- Using the raise hand feature can be another way to run a quick poll with a ‘show of hands’. While viewing the participant list ask people to ‘raise their hand’ if they know the answer to a question. Not everyone feels comfortable interrupting a trainer in full flow so this can also be a softer way to raise a question.
- Using the chat facility can be useful in large group webinars to encourage discussion when otherwise opportunity for audience participation is limited. It can be difficult for the trainer to manage when their focus is on what they are delivering so allow pauses at certain times to review the chat and share interesting points from the discussion or, better still, ask a colleague to manage the chat. For smaller groups and more intensive training the chat can be a distraction but is another good way for participants to feel comfortable raising questions rather than interrupting the trainer. You might decide to lock it down so they can’t have private chats but can chat openly with everyone or the host/presenter.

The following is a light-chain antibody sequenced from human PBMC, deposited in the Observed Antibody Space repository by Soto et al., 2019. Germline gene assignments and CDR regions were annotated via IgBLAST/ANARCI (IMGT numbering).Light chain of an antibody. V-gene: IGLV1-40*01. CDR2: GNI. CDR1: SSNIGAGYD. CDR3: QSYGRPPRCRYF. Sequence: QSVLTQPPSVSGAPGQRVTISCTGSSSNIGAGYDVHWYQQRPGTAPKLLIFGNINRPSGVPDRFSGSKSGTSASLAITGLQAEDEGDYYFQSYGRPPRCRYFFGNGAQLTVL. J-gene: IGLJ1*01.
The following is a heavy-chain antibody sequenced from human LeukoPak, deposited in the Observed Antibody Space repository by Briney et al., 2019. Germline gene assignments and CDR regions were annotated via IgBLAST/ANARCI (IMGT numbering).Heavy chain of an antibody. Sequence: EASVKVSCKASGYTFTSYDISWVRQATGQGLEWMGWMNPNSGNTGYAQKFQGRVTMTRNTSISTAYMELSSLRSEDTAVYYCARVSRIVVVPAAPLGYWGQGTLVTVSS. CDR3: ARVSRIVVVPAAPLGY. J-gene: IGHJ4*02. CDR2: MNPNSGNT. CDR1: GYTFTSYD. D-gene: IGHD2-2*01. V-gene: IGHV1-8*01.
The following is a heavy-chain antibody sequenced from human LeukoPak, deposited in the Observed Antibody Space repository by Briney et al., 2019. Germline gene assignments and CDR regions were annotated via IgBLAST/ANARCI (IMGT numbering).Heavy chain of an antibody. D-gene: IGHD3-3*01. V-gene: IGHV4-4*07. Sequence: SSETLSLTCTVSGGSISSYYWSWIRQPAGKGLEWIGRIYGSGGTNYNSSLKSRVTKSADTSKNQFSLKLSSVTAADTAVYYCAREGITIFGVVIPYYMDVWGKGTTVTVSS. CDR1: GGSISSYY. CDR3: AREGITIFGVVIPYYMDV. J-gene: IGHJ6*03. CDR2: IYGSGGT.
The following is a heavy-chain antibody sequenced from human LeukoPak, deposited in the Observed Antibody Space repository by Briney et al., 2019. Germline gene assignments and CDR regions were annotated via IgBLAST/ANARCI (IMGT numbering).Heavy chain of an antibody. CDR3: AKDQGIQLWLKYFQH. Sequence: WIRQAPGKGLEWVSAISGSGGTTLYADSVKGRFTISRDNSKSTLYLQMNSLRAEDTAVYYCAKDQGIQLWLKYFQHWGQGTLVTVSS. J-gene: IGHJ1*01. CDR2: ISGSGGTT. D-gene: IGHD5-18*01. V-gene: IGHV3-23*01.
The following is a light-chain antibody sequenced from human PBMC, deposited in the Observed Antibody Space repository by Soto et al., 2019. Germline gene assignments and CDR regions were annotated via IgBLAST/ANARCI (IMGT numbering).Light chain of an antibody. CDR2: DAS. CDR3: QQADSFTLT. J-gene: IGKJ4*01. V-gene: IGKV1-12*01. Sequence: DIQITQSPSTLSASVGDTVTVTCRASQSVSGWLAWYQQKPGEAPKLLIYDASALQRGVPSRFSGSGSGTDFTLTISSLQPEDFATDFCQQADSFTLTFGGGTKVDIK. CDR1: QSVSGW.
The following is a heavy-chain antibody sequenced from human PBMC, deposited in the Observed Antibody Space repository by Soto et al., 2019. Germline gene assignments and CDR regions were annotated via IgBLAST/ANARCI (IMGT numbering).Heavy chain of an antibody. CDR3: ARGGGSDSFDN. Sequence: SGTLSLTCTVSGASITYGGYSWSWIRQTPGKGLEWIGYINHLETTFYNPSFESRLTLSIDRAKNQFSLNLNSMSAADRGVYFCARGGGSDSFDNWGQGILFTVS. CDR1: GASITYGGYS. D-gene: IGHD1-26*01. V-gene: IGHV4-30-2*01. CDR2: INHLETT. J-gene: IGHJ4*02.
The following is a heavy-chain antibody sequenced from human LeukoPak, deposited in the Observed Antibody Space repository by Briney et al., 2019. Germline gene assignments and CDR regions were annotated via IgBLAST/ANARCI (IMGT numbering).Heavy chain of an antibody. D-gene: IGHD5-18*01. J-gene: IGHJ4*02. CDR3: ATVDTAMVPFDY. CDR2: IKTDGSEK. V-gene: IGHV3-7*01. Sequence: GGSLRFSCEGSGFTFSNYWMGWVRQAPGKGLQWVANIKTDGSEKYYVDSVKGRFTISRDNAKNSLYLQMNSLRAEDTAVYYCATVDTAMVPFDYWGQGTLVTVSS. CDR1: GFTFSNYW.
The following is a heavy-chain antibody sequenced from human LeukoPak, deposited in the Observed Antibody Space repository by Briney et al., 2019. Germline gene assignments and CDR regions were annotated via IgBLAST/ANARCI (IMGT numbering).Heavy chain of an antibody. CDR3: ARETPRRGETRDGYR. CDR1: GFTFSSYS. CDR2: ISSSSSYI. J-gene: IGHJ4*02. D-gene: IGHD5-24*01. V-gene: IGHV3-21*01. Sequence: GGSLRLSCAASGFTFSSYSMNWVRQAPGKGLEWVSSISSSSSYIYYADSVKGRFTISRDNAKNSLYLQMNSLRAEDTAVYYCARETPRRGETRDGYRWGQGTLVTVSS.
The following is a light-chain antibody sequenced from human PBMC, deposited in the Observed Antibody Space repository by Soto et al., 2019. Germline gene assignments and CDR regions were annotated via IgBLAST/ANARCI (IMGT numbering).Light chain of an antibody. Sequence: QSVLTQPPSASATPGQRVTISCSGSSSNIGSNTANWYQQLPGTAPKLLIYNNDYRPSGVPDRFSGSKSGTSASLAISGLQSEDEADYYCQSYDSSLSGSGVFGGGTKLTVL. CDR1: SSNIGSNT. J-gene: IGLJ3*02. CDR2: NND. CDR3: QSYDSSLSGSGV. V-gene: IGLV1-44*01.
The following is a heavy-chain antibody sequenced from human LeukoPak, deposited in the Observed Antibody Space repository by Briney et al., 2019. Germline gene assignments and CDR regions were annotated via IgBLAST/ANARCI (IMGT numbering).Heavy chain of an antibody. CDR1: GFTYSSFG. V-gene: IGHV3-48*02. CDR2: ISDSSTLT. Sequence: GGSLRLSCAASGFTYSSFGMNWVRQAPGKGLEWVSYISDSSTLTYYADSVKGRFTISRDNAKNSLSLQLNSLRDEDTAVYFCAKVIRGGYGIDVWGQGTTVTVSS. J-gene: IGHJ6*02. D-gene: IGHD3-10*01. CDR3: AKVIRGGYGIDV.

4. Keep to an hour
It is difficult for participants to maintain concentration while staring at their computer and listening to the presenter for longer than an hour. If you think about traditional classroom based learning, there may be natural breaks and pauses in the delivery, while the trainer helps another delegate with a query or while the presenter takes a drink, looks at notes, etc. You would also typically take comfort breaks. I usually break after an hour to 90 minutes of face to face delivery. The delivery of training over webinar tends to be a more constant stream of talk and instruction - comfort breaks (especially for the trainer!) are not practical.
Therefore, try to keep webinars to 60 minutes.
Believe me, you will feel tired following the webinar, especially if lots of interactivity. This style of training and the concentration required just seems to take more mental energy.
And remember, when you’ve only got 60 minutes make sure you start on time.
5. Don’t overload the content